“I think that even now, this race is a bucket list item for a lot of lady aviators. Some people only do it once, there’s others that continue to come back for the challenge every year, me included,” Gaerte said.

The number of people competing fluctuates from year to year, though it is generally between 50 and 60 teams. 

Gaerte said, “For a lot of the local communities that we visit, this might be the only time they’ve had us there. So you get local pilots, local media looking at this event. It’s empowering.”

Amid continuous community engagement, the impact of the ARC extends far beyond the race itself. The event has become a catalyst for fostering a deeper connection between aviation enthusiasts and the broader community.

Gretchen Jahn, assistant director, leads the organization in developing the ARC’s historical database with details from 1947 to 1977. She continues to ensure current records are available and contributes to the preservation and accessibility of air race history.

Jahn credits her husband with her initial interest in air racing.

Jahn said, “It’s all my husband’s fault. Shortly after we got married in 1978. He went to Alaska, became enamored of airplanes, and got his license. I flew with him for several years as he kept encouraging me to get my license and it’s like, well, I’m doing all the navigating, I’m doing the flight planning, I’m doing the radios, what’s so magical about the left seat?”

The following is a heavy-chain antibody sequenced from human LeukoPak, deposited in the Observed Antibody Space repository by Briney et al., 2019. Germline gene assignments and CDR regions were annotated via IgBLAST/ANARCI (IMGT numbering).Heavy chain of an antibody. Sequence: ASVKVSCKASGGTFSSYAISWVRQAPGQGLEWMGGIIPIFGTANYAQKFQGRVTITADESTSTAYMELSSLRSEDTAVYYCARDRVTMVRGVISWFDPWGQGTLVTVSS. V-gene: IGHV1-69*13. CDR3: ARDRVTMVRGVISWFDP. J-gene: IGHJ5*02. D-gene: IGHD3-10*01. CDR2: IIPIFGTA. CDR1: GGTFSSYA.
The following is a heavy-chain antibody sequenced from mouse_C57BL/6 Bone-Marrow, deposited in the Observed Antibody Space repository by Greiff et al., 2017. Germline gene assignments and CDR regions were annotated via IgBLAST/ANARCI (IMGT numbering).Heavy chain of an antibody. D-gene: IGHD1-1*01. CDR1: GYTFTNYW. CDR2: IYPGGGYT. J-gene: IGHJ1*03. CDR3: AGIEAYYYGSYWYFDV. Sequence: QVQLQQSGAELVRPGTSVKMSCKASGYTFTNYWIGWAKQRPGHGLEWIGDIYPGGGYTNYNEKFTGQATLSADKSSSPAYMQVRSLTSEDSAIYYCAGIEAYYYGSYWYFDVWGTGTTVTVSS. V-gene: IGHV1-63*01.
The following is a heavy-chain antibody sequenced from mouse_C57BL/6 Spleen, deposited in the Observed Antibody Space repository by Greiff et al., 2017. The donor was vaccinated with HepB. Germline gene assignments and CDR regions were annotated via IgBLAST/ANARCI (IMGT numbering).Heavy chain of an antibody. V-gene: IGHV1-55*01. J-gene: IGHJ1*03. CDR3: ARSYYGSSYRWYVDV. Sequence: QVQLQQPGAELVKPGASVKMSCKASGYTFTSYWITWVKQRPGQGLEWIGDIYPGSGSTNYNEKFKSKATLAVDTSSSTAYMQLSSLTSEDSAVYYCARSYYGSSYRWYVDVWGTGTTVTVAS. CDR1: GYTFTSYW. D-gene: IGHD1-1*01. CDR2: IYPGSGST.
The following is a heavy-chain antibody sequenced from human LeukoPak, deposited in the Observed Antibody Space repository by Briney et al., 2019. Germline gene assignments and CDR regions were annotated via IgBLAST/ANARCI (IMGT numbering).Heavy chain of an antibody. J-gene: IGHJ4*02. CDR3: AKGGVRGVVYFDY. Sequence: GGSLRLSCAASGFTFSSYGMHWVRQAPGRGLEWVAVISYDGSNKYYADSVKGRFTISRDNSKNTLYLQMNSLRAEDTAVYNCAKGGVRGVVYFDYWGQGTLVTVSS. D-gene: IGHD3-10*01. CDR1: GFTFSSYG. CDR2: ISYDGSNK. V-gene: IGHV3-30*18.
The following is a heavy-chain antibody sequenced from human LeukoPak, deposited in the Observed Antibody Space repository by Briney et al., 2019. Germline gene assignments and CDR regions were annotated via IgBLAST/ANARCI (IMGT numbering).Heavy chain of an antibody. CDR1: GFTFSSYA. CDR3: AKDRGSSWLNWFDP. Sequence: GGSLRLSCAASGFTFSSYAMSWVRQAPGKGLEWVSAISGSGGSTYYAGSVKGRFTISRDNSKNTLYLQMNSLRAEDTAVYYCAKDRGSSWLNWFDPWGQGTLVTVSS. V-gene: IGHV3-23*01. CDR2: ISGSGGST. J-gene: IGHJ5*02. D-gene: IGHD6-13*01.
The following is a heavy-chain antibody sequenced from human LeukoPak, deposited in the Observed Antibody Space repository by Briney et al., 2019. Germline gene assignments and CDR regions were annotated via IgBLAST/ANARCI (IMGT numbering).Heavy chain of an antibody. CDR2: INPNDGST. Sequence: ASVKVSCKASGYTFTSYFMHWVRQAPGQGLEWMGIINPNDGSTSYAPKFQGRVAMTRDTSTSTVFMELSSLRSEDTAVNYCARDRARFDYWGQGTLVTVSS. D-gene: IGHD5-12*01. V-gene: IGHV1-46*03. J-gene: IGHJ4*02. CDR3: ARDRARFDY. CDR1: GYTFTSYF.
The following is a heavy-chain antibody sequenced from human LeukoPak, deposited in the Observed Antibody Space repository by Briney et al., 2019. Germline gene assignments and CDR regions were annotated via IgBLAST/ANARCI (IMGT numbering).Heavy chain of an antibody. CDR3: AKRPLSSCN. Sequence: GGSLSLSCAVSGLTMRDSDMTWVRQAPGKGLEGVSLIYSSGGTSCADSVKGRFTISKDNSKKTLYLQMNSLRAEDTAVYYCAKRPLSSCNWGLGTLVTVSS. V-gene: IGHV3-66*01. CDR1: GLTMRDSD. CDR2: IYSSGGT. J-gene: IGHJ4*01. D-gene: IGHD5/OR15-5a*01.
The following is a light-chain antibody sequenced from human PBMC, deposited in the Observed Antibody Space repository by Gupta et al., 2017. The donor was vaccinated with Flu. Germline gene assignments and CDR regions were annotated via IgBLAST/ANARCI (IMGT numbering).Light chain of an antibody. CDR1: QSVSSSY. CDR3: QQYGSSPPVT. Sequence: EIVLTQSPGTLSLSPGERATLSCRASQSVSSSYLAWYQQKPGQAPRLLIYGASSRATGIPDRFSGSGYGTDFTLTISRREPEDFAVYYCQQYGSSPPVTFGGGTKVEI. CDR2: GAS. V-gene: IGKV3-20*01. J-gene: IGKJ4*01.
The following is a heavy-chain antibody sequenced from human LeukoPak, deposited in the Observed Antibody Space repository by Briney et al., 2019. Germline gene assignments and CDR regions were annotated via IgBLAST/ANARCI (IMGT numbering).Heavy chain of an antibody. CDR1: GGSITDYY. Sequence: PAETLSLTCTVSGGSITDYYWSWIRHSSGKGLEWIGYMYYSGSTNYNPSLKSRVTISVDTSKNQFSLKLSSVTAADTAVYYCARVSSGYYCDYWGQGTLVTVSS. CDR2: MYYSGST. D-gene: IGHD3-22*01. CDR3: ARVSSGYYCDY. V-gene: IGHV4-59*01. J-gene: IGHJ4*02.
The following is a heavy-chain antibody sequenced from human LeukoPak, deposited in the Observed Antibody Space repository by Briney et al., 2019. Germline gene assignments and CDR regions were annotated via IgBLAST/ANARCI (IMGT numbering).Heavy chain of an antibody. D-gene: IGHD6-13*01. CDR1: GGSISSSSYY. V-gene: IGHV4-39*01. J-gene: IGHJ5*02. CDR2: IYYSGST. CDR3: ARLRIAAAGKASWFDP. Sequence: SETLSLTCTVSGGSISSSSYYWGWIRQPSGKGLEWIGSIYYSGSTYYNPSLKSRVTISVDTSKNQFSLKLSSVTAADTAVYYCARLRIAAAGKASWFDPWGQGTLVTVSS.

After her husband took a three week vacation and they weren’t flying, she decided it was time to get her license. Soon after, her husband presented her with a new opportunity. 

“He introduced me to the Ninety-Nines, who sponsored a local air race here in Colorado. I volunteered for it, and I was hooked,” Jahn said.

Since learning about air races, Jahn has taken part in many, and has gotten involved in ARC directly. She started volunteering in the late ‘90s, doing a lot with the first timers’ briefings, and regular briefings, until she was asked to be on the board. She was on the board for 14 years.

She said, “I’ve been racing a lot. This is going to be my 27th race this year for the ARC, and that doesn’t include all of the other races that I’ve done. I’ve also received two research scholar grants from Earhart Memorial Scholarship Fund. I take data both from the current race and from the predecessor race, and make it all available on our website.”

“This race, it’s the ultimate cross country. The FAA (Federal Aviation Administration) loves it because you’re trying to fly the perfect cross country. Get the most out of yourself, the most out of the airplane, have the very best score,” Jahn said.

For many individuals who obtain their pilot licenses, venturing beyond their local airspace or neighboring states can be a significant milestone. The ARC, spanning four days across the country and encompassing multiple states, presents a unique opportunity to go to various places that may be entirely unfamiliar to participants.